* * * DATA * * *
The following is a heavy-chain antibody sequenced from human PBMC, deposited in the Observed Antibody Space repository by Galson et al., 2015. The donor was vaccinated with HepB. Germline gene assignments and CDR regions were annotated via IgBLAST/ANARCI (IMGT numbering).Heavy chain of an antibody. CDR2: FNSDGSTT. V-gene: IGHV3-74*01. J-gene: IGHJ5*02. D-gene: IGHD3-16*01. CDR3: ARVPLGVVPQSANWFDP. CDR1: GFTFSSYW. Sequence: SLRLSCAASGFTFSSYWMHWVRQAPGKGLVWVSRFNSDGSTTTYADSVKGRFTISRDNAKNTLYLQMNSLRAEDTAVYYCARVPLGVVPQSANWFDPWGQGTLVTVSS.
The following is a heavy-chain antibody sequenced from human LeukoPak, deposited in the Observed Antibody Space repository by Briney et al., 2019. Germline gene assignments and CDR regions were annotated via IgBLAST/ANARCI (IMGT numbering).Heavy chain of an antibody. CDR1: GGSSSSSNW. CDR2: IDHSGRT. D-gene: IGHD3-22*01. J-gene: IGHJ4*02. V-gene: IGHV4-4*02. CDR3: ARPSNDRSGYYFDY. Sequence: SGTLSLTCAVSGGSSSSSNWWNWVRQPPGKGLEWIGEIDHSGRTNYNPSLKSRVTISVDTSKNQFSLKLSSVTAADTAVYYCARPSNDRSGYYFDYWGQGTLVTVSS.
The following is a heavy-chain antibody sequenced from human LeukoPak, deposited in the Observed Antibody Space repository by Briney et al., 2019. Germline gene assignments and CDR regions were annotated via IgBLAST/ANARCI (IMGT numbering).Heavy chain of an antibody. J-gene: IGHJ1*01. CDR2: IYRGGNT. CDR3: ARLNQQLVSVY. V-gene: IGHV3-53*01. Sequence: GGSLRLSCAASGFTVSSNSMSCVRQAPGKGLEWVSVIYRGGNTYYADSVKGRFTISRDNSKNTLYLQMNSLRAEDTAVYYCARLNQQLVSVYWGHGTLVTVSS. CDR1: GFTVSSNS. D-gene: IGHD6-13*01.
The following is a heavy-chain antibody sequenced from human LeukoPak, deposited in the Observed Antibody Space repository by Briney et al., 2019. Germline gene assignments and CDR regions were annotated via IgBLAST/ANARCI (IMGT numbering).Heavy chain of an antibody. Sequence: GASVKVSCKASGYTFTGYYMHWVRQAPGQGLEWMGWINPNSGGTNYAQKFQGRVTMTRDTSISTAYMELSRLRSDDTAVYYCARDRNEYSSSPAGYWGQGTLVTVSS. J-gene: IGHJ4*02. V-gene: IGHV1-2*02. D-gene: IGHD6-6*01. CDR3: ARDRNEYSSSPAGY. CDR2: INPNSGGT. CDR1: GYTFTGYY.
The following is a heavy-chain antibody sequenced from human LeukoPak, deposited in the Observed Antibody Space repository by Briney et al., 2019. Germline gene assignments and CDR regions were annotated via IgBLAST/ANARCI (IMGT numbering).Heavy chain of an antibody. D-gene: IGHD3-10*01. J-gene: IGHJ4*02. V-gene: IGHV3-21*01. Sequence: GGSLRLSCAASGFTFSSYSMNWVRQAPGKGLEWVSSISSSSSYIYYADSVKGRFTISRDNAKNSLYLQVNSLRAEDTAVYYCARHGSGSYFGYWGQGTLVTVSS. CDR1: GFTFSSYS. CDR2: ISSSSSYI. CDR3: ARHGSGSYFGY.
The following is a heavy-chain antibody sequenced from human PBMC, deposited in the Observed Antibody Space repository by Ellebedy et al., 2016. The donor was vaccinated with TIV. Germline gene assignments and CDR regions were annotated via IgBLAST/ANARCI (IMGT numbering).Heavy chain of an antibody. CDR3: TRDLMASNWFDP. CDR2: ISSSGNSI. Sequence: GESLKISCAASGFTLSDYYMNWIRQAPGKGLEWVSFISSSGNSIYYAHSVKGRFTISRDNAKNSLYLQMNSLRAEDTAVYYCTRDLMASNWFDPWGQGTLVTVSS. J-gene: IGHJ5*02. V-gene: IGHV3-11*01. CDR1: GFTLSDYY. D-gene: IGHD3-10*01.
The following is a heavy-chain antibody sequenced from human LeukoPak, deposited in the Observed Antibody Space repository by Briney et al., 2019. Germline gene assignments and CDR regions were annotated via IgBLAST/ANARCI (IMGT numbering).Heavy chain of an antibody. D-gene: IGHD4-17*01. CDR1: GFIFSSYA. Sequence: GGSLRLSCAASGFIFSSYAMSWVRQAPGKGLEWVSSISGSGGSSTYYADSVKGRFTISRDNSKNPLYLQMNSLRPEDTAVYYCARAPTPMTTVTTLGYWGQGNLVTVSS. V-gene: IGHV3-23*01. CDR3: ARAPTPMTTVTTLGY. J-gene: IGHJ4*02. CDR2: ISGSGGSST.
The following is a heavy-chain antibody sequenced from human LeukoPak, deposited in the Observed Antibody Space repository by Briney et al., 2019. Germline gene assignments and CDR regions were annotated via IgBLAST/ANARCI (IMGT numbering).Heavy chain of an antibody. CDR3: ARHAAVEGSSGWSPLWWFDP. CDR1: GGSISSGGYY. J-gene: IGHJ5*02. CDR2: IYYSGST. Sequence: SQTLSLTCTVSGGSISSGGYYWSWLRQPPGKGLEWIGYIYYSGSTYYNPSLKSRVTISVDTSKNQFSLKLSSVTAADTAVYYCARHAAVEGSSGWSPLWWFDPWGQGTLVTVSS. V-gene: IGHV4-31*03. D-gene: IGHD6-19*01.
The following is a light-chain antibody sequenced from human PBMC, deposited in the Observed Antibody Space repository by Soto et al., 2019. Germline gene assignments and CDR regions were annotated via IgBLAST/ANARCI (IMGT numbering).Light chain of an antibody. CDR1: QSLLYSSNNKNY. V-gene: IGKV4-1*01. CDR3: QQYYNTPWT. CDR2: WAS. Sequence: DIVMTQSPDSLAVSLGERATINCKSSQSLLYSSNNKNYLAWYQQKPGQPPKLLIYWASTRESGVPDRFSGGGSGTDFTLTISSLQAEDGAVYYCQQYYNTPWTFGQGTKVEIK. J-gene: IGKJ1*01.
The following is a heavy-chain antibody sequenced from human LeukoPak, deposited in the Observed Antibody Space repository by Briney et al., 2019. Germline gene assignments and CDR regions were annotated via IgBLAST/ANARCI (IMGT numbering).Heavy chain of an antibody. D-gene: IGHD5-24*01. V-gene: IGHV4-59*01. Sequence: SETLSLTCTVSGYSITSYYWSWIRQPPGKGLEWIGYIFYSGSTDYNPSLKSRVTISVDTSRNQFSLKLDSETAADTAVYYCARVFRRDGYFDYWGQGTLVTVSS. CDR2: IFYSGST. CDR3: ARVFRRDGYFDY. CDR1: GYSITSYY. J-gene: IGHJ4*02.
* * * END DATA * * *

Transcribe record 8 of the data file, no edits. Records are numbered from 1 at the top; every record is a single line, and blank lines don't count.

The following is a heavy-chain antibody sequenced from human LeukoPak, deposited in the Observed Antibody Space repository by Briney et al., 2019. Germline gene assignments and CDR regions were annotated via IgBLAST/ANARCI (IMGT numbering).Heavy chain of an antibody. CDR3: ARHAAVEGSSGWSPLWWFDP. CDR1: GGSISSGGYY. J-gene: IGHJ5*02. CDR2: IYYSGST. Sequence: SQTLSLTCTVSGGSISSGGYYWSWLRQPPGKGLEWIGYIYYSGSTYYNPSLKSRVTISVDTSKNQFSLKLSSVTAADTAVYYCARHAAVEGSSGWSPLWWFDPWGQGTLVTVSS. V-gene: IGHV4-31*03. D-gene: IGHD6-19*01.